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Evolution & Behaviour

How humans gave acne to the grapevine

Evolution follows many routes. Here is how the acne-causing bacteria adapted and evolved on a particular host...grapevine!

Credits: Wolfson, Arthur Mayer
by Carlos J. Rivera-Rivera | PhD student

Carlos J. Rivera-Rivera is PhD student at Department of Genetics and Evolution, University of Geneva, Switzerland.

Edited by

Dr. Tobias Preuten

Editorial Advisor - Review operation manager

Views 6112
Reading time 3.5 min
published on Feb 28, 2015

Many organisms, ourselves included, host diverse communities of microorganisms that live on and within us. Plenty of these are bacteria and with time, some adapt to live and depend so intimately with their hosts that eventually, life without them is almost impossible. However, in some rare cases, bacteria can switch and adapt to a different host, much like other organisms may adapt to new ecosystems. So far, this has been observed mainly between hosts that are closely related. For example, bacteria depending on one insect species can switch to another insect species and adapt to the new host.

One bacterium that lives closely with us humans is Propionibacterium acnes (P. acnes), usually present in our skin, sometimes causing acne. In this study, the authors report the discovery of a strain of P. acnes far from its customary human host and instead well adapted to living in a plant, the grapevine (Vitis vinifera L.). The bacterium was initially detected when its genetic material (its DNA) was found in a DNA sample of grapevine. Further tests were done to prove that the detection of P. acnes was not due to contamination from human handling of the samples, which is the most common source of such findings. Using a technique called “fluorescence in situ hybridization” (FISH), the authors were able to directly visualize the P. acnes bacteria inside grapevine tissues. Using this technique, they tagged P. acnes’ DNA with a fluorescent dye, making the bacteria shine brightly when irradiated with a laser and easy to spot with a microscope. This is the first ever reported bacterial host transfer between humans and a plant.

Once the natural presence of the P. acnes bacteria in grapevine was confirmed, it was time to ask questions: Are the P. acnes strains in humans and in grapevine different? If so, how are they related? Has the grapevine strain specialized to its plant host? When and how did they begin to have different hosts?

A comparison of the differences and similarities in the DNA sequences of a ribosomal gene from P. acnes in humans and grapevine showed that they are, in fact, different strains. Based on these data, the new strain was named P. acnes type Zappae (P. Zappae for short), in honor of the eccentric composer Frank Zappa. However, when the sequence comparisons were repeated with two additional genes, P. Zappae did not appear to be different to P. acne, in contrast to what was found earlier. The authors argue that the different results are caused by an evolutionary phenomenon called incomplete lineage sorting. This phenomenon arises when different strains have not (yet) diverged completely in their DNA sequence: some genes are still virtually identical in both species while others differ substantially. This can be typically observed in events of recent diversification.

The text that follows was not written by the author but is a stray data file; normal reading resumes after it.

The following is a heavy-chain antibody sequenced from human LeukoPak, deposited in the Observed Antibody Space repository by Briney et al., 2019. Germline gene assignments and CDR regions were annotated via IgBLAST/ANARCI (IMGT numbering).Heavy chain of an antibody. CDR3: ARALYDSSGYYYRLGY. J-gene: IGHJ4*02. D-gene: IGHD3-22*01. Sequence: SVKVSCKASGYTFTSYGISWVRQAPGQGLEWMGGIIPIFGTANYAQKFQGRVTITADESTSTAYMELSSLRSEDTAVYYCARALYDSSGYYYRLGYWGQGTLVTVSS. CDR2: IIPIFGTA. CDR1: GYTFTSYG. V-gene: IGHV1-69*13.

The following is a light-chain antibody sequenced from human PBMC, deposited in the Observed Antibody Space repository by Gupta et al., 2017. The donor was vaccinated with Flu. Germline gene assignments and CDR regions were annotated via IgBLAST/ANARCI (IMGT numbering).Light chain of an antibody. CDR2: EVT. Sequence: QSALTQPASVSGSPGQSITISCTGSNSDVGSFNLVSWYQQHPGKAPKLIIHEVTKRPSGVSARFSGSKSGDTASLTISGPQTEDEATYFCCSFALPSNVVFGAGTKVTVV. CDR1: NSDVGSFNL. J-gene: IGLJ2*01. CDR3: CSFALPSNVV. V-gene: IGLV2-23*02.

One of the genes studied, recA, showed a curious pattern of evolution in P. Zappae: the gene sequence had changed very rapidly, which often happens when genes are not used anymore. Previous studies have shown that the recA gene is often unused in bacteria that have evolved into endocellular symbionts. In this state, not only do the bacteria and the host both nourish and feed from each other, but the bacteria actually live inside the hosts' cells! In humans, P. acnes is not an endocellular symbiont. This could therefore mean that P. Zappae is specializing in its plant host.

Finally, using the rate of DNA sequence change in the recA gene to estimate its speed of evolution, the authors could calculate how old the P. Zappae strain is. Using a few different methods of analysis to be sure of the quality of their results, the authors found that P. Zappae appeared around 7,500-6,300 years ago, a date that matches with the time in which humans began to cultivate grapevine.

Based on these results, they conclude that around 7,000 years ago, humans transferred P. acnes to grapevine when cultivating it. This strain is now P. Zappae, a version of P. acnes that has managed to adapt to a very different host.

Original Article:
Campisano A, Ometto L, Compant S et al. Interkingdom Transfer of the Acne-Causing Agent, Propionibacterium acnes, from Human to Grapevine. Molecular Biology and Evolution. 2014;31(5):1059-1065. doi:10.1093/molbev/msu075.

Edited by:

Dr. Tobias Preuten , Editorial Advisor - Review operation manager

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